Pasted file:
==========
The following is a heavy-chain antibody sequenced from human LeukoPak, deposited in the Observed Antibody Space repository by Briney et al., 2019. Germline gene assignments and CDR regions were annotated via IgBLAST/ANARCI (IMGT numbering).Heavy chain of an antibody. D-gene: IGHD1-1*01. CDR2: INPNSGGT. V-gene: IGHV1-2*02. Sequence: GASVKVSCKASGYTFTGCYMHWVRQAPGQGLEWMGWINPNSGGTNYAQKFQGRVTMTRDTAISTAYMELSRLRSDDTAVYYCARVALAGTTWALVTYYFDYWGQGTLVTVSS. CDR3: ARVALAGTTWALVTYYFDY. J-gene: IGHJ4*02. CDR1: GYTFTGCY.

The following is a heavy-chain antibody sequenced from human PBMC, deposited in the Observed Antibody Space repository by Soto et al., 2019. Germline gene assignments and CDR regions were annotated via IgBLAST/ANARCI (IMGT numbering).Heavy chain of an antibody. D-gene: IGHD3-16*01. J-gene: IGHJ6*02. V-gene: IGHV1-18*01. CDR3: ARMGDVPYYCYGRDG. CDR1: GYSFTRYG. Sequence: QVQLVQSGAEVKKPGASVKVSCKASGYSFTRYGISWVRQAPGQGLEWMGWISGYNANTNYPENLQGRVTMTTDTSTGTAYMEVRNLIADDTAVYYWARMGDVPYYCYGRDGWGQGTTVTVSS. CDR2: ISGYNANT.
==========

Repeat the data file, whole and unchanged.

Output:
The following is a heavy-chain antibody sequenced from human LeukoPak, deposited in the Observed Antibody Space repository by Briney et al., 2019. Germline gene assignments and CDR regions were annotated via IgBLAST/ANARCI (IMGT numbering).Heavy chain of an antibody. D-gene: IGHD1-1*01. CDR2: INPNSGGT. V-gene: IGHV1-2*02. Sequence: GASVKVSCKASGYTFTGCYMHWVRQAPGQGLEWMGWINPNSGGTNYAQKFQGRVTMTRDTAISTAYMELSRLRSDDTAVYYCARVALAGTTWALVTYYFDYWGQGTLVTVSS. CDR3: ARVALAGTTWALVTYYFDY. J-gene: IGHJ4*02. CDR1: GYTFTGCY.

The following is a heavy-chain antibody sequenced from human PBMC, deposited in the Observed Antibody Space repository by Soto et al., 2019. Germline gene assignments and CDR regions were annotated via IgBLAST/ANARCI (IMGT numbering).Heavy chain of an antibody. D-gene: IGHD3-16*01. J-gene: IGHJ6*02. V-gene: IGHV1-18*01. CDR3: ARMGDVPYYCYGRDG. CDR1: GYSFTRYG. Sequence: QVQLVQSGAEVKKPGASVKVSCKASGYSFTRYGISWVRQAPGQGLEWMGWISGYNANTNYPENLQGRVTMTTDTSTGTAYMEVRNLIADDTAVYYWARMGDVPYYCYGRDGWGQGTTVTVSS. CDR2: ISGYNANT.